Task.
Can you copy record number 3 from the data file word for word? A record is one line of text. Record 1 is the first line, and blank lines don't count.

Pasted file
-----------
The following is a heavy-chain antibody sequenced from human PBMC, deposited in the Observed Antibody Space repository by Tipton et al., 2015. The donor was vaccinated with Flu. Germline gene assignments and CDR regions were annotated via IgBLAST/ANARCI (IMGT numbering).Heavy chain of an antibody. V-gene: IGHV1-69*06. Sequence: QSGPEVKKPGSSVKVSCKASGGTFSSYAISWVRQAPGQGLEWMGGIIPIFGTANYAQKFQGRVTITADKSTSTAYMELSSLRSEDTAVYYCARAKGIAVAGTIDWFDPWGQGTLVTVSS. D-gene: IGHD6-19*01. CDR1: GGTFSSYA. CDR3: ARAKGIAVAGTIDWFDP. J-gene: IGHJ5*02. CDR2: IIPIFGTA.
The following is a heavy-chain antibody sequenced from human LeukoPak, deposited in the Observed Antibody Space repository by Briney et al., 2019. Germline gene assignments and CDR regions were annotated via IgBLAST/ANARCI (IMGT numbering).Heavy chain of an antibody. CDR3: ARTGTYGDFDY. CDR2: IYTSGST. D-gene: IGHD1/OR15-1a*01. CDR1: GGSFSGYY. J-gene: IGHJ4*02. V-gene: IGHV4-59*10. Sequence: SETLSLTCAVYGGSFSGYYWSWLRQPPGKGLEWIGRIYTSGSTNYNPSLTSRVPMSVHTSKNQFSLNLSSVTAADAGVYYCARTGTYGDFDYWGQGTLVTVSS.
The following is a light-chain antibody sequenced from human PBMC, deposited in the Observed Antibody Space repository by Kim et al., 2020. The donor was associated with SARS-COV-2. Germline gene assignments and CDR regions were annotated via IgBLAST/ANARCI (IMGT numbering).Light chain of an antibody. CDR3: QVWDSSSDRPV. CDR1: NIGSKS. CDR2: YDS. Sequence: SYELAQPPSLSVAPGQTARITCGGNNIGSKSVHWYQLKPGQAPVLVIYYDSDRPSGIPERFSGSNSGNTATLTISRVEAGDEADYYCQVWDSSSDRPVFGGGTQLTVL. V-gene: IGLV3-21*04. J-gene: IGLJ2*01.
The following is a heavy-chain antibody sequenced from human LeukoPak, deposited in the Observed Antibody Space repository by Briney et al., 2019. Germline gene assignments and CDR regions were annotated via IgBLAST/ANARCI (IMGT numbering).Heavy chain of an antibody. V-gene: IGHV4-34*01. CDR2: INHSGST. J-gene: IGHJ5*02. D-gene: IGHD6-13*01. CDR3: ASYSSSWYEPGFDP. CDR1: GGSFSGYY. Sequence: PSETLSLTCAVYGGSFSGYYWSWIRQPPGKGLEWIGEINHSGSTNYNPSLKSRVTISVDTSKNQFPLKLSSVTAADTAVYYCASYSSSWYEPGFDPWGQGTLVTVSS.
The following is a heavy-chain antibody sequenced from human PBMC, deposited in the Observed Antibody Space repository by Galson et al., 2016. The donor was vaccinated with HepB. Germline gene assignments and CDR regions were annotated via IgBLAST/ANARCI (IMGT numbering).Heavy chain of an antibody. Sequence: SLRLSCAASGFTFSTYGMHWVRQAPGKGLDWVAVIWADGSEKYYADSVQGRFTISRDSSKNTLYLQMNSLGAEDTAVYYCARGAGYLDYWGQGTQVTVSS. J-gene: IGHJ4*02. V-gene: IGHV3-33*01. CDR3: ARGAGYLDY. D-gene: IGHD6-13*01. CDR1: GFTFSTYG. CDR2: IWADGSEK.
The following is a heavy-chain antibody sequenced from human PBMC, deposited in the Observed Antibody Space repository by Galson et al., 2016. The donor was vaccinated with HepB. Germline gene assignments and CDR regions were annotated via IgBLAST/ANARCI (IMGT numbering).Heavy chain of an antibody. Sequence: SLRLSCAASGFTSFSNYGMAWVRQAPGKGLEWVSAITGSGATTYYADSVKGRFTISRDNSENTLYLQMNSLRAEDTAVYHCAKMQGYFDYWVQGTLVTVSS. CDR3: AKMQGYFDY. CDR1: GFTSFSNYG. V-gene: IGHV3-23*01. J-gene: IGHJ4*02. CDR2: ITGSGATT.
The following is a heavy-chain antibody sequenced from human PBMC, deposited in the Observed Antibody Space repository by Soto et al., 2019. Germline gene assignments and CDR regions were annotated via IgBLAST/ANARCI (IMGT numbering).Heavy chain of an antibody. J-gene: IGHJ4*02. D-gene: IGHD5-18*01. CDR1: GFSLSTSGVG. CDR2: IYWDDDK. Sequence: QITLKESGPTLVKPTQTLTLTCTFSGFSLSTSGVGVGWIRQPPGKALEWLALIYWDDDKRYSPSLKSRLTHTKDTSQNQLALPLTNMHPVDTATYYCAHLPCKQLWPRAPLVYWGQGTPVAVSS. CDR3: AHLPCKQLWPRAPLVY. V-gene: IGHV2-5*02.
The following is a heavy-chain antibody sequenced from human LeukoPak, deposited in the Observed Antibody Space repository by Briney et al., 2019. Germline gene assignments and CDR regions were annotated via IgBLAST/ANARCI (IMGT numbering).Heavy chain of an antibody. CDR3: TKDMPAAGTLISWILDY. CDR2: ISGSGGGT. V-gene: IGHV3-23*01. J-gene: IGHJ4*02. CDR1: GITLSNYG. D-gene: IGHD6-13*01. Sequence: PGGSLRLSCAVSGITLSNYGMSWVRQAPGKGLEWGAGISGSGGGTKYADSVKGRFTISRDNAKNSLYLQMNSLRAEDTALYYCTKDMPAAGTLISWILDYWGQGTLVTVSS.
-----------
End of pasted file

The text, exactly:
The following is a light-chain antibody sequenced from human PBMC, deposited in the Observed Antibody Space repository by Kim et al., 2020. The donor was associated with SARS-COV-2. Germline gene assignments and CDR regions were annotated via IgBLAST/ANARCI (IMGT numbering).Light chain of an antibody. CDR3: QVWDSSSDRPV. CDR1: NIGSKS. CDR2: YDS. Sequence: SYELAQPPSLSVAPGQTARITCGGNNIGSKSVHWYQLKPGQAPVLVIYYDSDRPSGIPERFSGSNSGNTATLTISRVEAGDEADYYCQVWDSSSDRPVFGGGTQLTVL. V-gene: IGLV3-21*04. J-gene: IGLJ2*01.